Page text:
Abstract

As group- and team-based employment structures increase in popularity, it is important to understand the factors that promote or inhibit the transfer of knowledge or information between employees. Given that knowledge transfer processes often occur as a result of requests for knowledge or information from information targets by information seekers, this dissertation focused on a specific form of information-seeking behaviors – coworker nosiness – and the process through which perceptions of coworker nosiness result in knowledge sharing and knowledge hiding behaviors. Perceived coworker nosiness refers to behaviors judged by information targets as high-frequency information-seeking behaviors that are meant to gather information that is overly personal in nature and/or irrelevant to information seekers' abilities to carry out their jobs effectively. Although affective trust was hypothesized to mediate relationships between coworker nosiness and both knowledge sharing and knowledge hiding, results across two studies – one using an experimental methodology and the other using a time-lagged survey design – found that higher levels of cognitive trust felt toward information targets rather than affective trust resulted in more knowledge sharing and less knowledge hiding. Additional analyses were conducted to consider alternative explanations and examine relationships with other relevant constructs. Discussions of the strengths and limitations of both studies as well as the practical implications and future research directions are provided.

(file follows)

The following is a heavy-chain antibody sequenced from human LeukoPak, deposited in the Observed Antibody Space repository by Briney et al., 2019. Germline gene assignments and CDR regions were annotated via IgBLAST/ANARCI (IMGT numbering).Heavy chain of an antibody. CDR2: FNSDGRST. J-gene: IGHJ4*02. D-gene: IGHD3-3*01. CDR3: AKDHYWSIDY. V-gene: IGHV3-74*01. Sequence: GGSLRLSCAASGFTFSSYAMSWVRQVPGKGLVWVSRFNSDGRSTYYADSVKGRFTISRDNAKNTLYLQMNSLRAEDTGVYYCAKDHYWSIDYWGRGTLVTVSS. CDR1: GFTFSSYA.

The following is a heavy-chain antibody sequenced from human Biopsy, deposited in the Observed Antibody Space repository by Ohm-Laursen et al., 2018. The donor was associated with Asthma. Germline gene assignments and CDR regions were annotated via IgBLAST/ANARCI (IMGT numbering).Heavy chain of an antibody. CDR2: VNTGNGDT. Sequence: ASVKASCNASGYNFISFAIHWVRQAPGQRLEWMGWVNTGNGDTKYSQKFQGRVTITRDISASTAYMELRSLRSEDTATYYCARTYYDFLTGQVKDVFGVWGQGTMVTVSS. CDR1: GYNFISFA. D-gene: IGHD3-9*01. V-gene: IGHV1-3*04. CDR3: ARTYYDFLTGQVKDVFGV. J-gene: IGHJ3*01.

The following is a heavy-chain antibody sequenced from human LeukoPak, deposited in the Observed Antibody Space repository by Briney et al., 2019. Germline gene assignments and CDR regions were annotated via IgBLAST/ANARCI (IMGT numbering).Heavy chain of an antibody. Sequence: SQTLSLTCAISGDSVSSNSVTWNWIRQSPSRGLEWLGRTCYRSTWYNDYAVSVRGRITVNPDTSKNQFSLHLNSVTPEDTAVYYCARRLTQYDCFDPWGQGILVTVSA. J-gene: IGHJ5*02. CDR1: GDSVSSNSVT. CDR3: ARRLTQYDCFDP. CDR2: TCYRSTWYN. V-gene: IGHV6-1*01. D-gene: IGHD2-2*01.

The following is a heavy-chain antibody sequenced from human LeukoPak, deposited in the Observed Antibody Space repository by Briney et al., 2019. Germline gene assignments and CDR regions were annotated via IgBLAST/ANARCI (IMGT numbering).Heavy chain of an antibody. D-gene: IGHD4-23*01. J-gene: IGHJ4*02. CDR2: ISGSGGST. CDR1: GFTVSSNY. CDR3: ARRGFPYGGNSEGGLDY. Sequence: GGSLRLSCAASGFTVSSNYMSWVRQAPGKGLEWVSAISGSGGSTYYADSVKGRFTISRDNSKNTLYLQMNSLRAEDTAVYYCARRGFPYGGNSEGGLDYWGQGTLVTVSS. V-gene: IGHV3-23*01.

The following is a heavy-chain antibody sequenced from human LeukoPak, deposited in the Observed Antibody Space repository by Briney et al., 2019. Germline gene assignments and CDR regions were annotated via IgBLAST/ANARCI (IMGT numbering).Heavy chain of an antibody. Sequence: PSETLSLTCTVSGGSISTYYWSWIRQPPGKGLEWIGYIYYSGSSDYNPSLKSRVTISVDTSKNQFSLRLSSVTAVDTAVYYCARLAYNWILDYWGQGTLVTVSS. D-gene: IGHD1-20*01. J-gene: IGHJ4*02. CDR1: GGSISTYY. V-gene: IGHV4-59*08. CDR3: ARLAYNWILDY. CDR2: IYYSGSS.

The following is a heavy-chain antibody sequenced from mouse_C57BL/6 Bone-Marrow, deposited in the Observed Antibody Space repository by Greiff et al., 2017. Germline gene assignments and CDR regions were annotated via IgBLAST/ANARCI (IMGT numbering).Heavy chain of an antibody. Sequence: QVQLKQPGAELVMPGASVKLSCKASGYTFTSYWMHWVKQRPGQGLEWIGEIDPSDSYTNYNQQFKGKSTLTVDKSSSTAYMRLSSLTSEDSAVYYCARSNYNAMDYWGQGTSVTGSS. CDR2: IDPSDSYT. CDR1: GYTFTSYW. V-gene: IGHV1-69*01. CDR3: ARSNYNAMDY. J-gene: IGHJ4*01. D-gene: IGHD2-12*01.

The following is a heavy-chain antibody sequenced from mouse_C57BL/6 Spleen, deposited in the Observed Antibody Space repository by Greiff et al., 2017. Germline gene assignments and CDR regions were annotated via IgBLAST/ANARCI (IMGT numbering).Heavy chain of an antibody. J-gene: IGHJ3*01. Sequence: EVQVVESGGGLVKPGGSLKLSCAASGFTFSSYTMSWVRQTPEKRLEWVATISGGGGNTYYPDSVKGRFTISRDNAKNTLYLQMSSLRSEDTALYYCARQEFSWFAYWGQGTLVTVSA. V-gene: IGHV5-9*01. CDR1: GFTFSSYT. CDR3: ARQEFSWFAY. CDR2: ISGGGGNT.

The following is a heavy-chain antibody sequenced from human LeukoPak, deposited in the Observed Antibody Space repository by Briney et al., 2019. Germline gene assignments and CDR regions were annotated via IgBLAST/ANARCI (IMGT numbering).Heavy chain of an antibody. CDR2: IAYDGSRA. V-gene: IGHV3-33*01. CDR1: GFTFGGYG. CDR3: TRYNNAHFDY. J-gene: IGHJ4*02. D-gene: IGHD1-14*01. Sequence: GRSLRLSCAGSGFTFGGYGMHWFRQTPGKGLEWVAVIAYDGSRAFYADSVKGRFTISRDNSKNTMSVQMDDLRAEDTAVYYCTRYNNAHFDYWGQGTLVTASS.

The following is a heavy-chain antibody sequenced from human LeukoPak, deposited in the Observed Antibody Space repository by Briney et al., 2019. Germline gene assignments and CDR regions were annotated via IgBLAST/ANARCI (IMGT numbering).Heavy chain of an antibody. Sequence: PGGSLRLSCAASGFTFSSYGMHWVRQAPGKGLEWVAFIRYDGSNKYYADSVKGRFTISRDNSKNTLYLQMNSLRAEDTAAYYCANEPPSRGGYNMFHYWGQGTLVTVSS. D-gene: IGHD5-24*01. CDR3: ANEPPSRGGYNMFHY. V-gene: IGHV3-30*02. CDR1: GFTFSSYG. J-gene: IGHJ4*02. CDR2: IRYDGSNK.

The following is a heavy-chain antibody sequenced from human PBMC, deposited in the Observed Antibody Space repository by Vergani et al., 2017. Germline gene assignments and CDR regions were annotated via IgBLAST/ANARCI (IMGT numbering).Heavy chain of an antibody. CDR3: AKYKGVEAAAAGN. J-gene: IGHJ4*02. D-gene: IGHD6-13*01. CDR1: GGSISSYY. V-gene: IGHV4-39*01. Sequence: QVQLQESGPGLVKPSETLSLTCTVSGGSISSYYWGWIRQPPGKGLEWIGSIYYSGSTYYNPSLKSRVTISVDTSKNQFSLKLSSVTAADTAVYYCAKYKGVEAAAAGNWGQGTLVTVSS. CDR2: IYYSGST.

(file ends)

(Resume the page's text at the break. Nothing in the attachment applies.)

Notes

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Graduation Date

2021

Semester

Summer

Advisor

Ehrhart, Mark

Degree

Doctor of Philosophy (Ph.D.)

College

College of Sciences

Department

Psychology

Degree Program

Psychology; Industrial and Organizational Psychology

Format

application/pdf

Identifier

CFE0008641;DP0025372

URL

https://purls.library.ucf.edu/go/DP0025372

Language

English

Release Date

8-15-2021

Length of Campus-only Access

None

Access Status

Doctoral Dissertation (Open Access)

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